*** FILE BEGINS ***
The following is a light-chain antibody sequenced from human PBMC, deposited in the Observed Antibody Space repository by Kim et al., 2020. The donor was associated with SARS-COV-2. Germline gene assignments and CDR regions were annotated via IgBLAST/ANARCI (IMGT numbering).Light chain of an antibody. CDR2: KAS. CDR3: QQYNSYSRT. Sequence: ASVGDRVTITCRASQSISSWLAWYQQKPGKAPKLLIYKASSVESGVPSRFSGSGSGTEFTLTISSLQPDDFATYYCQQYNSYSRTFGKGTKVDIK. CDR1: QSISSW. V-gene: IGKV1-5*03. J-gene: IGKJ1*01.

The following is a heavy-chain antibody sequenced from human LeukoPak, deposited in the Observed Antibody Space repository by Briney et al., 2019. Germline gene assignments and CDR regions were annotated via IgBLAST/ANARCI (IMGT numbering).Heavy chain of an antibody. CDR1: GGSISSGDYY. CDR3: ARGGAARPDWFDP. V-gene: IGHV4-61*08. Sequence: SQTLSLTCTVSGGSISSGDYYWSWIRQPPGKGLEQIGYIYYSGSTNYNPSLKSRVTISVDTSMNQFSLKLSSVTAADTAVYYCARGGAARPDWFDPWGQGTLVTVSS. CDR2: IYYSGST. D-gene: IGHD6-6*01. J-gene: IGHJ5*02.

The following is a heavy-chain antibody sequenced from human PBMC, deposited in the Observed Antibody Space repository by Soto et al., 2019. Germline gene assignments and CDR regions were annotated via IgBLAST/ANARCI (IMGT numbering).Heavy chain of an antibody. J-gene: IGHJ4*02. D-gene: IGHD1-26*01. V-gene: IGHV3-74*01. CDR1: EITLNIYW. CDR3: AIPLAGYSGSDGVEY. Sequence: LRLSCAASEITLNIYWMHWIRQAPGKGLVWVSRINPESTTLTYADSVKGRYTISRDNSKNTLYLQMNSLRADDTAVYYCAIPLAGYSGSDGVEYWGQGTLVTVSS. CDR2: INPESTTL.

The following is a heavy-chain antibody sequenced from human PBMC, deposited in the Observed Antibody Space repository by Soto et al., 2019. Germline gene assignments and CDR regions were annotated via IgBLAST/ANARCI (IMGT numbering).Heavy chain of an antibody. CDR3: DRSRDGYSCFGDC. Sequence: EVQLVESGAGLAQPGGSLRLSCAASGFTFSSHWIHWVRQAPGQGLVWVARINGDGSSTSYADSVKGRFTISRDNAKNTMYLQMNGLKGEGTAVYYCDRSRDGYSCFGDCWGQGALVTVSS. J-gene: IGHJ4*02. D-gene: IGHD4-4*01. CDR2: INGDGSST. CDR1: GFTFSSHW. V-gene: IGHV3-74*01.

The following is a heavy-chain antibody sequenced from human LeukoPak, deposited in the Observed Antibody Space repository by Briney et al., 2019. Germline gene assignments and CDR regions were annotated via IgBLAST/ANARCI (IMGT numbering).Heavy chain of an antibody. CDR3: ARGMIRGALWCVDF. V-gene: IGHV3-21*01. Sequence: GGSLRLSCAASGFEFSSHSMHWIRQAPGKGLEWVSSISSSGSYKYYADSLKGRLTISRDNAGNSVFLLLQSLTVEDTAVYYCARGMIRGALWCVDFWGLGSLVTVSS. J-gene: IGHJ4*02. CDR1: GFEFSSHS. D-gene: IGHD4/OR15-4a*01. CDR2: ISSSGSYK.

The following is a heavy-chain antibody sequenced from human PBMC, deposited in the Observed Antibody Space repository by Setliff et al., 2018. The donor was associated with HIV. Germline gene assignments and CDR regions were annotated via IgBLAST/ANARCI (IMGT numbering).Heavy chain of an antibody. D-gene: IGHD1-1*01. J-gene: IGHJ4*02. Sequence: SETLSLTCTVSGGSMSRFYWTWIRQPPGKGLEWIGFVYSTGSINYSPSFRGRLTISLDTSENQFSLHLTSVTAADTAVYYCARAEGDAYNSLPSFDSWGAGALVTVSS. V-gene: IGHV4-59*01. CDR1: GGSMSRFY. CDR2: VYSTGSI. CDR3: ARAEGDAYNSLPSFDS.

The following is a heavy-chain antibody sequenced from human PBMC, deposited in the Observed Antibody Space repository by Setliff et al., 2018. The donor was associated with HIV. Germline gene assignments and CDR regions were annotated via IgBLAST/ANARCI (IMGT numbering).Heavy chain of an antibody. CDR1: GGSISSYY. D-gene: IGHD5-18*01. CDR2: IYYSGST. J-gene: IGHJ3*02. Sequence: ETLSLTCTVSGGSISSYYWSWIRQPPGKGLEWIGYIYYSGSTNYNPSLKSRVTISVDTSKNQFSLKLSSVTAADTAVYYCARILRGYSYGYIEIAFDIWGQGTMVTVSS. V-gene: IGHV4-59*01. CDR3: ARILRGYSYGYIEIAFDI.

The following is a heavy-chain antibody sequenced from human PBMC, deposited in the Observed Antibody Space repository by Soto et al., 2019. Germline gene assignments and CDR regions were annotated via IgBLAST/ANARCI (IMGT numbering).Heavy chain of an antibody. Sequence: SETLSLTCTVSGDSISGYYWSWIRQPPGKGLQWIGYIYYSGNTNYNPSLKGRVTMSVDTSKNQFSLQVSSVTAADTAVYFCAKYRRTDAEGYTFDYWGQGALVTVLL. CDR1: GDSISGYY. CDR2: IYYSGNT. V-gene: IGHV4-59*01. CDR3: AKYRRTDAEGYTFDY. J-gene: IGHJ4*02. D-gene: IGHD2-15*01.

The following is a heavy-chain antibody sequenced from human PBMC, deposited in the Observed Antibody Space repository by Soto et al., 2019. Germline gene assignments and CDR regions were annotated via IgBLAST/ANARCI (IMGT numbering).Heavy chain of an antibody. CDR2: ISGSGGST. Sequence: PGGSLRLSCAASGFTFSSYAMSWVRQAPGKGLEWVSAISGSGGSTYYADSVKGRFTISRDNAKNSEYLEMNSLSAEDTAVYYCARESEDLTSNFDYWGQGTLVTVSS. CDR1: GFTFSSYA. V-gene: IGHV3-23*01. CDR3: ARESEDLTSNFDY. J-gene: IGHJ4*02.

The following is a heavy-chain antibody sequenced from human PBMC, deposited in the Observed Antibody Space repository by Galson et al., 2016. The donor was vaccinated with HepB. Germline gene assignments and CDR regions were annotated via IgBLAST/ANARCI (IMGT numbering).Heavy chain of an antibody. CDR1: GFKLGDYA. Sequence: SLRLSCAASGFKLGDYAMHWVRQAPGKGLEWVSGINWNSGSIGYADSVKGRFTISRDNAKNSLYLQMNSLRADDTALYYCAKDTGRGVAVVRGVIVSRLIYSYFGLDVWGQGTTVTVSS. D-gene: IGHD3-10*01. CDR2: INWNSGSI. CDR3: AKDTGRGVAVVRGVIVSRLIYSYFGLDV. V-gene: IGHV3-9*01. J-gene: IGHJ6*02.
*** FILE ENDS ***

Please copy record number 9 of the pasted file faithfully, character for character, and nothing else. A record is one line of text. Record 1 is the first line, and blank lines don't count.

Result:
The following is a heavy-chain antibody sequenced from human PBMC, deposited in the Observed Antibody Space repository by Soto et al., 2019. Germline gene assignments and CDR regions were annotated via IgBLAST/ANARCI (IMGT numbering).Heavy chain of an antibody. CDR2: ISGSGGST. Sequence: PGGSLRLSCAASGFTFSSYAMSWVRQAPGKGLEWVSAISGSGGSTYYADSVKGRFTISRDNAKNSEYLEMNSLSAEDTAVYYCARESEDLTSNFDYWGQGTLVTVSS. CDR1: GFTFSSYA. V-gene: IGHV3-23*01. CDR3: ARESEDLTSNFDY. J-gene: IGHJ4*02.